Fancasting--the act of fans creating photosets of their dreamcast for mainstream media properties--has always been an integral part of fandom. For queer fans and fans of color, it’s often a way to imagine a world where their favorite films have a cast that’s not so overwhelmingly white, straight, and male. There are fancasts of Idris
Fancasting–the act of fans creating photosets of their dreamcast for mainstream media properties–has always been an integral part of fandom. For queer fans and fans of color, it’s often a way to imagine a world where their favorite films have a cast that’s not so overwhelmingly white, straight, and male. There are fancasts of Idris Elba as James Bond and Sebastian Stan as his Bond Boy, Daniel Henney as Han Solo, Suraj Sharma as Harry Potter, and an all-women cast of Romeo and Juliet. Often, fancasts are shared only within the fandom and usually don’t gain much traction outside of it. But what about when a fancast catches the eye of an actor and becomes a trending hashtag? Does it somehow make the fancast more of a reality? And how much, if any, do studios take notice of diversity campaigns?
Tim Drake has a real nice ring to it.
— ライアン (@RyankPotter) September 5, 2016
It’s a question that’s popped up again with the hashtag #RyanPotterforTimDrake now making the rounds on Twitter. Ryan Potter, a 20-year-old actor and martial artist who’s best known for voicing Hiro in Disney’s Big Hero 6, has become a fan favorite to play Tim Drake, the third Robin who joins Batman after the death of Jason Todd.
Potter, as a biracial Asian American, has been a relatively common fancast for fans looking to add color to the predominantly white Batverse. You can find tweets from April and Tumblr posts from March 2016 that imagine the actor donning the suit. Back in a February 2015 interview Potter mentioned it was a common request from fans that he take on the role of Tim Drake. Now with the Ben Affleck Batman film a reality, Potter seems to have finally warmed to the idea.
Potter retweeted a photoset that someone tagged of him as Tim, and started liking the numerous tweets of people supporting him through the #RyanPotterforTimDrake hashtag. The hashtag got up to number five on the Twitter trending charts on September 8. On the night of September 8, Potter reached out to his fans, asking what casual Tim outfits they liked best. The reason for this question became clear the morning of September 10, when he released a video showing off exactly the kind of martial arts skill–and Tim-esque attitude–he could bring to the role.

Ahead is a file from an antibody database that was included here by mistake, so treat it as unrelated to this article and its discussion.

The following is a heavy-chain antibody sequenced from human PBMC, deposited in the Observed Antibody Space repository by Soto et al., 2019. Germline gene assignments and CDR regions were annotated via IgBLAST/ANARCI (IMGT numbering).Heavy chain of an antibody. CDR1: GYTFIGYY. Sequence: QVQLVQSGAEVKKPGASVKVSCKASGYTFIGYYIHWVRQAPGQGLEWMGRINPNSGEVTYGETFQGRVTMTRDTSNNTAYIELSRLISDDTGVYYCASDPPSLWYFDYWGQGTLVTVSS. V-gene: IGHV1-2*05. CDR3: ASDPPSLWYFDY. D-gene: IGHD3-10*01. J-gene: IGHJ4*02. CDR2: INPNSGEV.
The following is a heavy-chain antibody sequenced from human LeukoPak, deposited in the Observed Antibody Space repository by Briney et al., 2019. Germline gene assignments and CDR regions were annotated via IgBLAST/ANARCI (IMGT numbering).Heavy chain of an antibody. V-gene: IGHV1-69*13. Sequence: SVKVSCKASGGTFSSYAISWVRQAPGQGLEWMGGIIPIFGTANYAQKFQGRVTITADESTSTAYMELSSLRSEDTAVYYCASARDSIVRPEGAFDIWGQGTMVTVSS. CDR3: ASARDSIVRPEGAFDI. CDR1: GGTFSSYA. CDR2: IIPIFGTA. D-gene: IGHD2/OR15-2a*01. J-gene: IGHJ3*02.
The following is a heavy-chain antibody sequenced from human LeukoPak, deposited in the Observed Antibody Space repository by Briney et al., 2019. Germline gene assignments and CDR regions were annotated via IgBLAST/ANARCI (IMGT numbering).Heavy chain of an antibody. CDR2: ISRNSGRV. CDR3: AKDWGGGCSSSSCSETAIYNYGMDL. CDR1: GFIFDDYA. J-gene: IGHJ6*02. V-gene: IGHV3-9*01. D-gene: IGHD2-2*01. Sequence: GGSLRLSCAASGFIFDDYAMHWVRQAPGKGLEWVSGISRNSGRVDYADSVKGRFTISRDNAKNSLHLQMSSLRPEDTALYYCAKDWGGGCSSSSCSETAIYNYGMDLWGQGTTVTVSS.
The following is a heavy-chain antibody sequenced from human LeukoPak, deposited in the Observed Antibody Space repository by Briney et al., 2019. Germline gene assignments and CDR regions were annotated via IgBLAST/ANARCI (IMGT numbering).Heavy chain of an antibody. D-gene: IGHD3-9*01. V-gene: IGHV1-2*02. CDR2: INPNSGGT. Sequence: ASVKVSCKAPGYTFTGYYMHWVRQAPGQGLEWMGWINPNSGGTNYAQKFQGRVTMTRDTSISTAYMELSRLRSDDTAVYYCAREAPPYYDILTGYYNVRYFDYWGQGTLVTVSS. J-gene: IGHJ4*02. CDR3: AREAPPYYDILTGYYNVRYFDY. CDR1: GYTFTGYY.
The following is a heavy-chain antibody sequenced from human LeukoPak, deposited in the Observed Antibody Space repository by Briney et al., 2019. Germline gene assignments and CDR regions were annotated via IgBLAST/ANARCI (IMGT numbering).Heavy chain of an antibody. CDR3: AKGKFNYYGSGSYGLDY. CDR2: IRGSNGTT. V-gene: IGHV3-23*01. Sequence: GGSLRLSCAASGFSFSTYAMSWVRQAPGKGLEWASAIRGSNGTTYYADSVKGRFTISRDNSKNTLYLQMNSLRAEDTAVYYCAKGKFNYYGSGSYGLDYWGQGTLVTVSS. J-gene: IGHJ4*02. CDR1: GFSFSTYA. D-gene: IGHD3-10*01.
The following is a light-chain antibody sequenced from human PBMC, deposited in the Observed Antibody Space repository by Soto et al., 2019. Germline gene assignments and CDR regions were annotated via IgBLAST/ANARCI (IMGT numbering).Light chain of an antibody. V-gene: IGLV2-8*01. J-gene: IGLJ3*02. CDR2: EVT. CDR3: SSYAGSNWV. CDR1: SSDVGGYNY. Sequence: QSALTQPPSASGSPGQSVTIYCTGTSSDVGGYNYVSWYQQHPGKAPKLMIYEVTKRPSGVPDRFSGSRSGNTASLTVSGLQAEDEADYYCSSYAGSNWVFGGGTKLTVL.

TIM DRAKE CONCEPT FIGHT
Representation and Diversity.
Now. Not later. https://t.co/7KD0ViO0gX
— ライアン (@RyankPotter) September 10, 2016
To be clear, Affleck has not announced if Tim Drake will actually be in the film, and we know that in general the Batman films have all done a poor job of including the extended Batfamily–the various Robins, Batwomans, and Batgirls–in any significant way. But Warner Bros. confirmed that the suit Bruce keeps on display belongs to the deceased Jason Todd, meaning it wouldn’t be farfetched to have Tim in the picture.
But if Tim was in the film, what role would #RyanPotterforTimDrake have on the castings? Do hashtag campaigns have any effect on studio decisions? With most of the Twitter diversity campaigns being relatively new, it’s difficult to measure their effectiveness. The easiest answer to give right now is perhaps.
Back in 2010, there was a campaign to get Community actor Donald Glover to play Peter Parker. As with Potter, Glover was taken by surprise by how passionate fans were about the fancasting, but went along with it regardless because, as he said, “Who wouldn’t want to play Spider-Man?” The campaign was ultimately unsuccessful, with the role going to Andrew Garfield. But Glover was later brought in to voice Miles Morales in the animated show Ultimate Spider-Man and has now been cast in an unnamed role in Spider-Man: Homecoming. In an interview with Slashfilm, Glover credits fan involvement.
We can also look at #KeepIrisBlack, a hashtag that many fans believe helped to influence the casting of Kiersey Clemons for the 2018 The Flash film. Clemons will be the second black woman to play the canonically white character Iris West. She’ll be following in Candice Patton’s footsteps, who plays Iris on the CW The Flash show.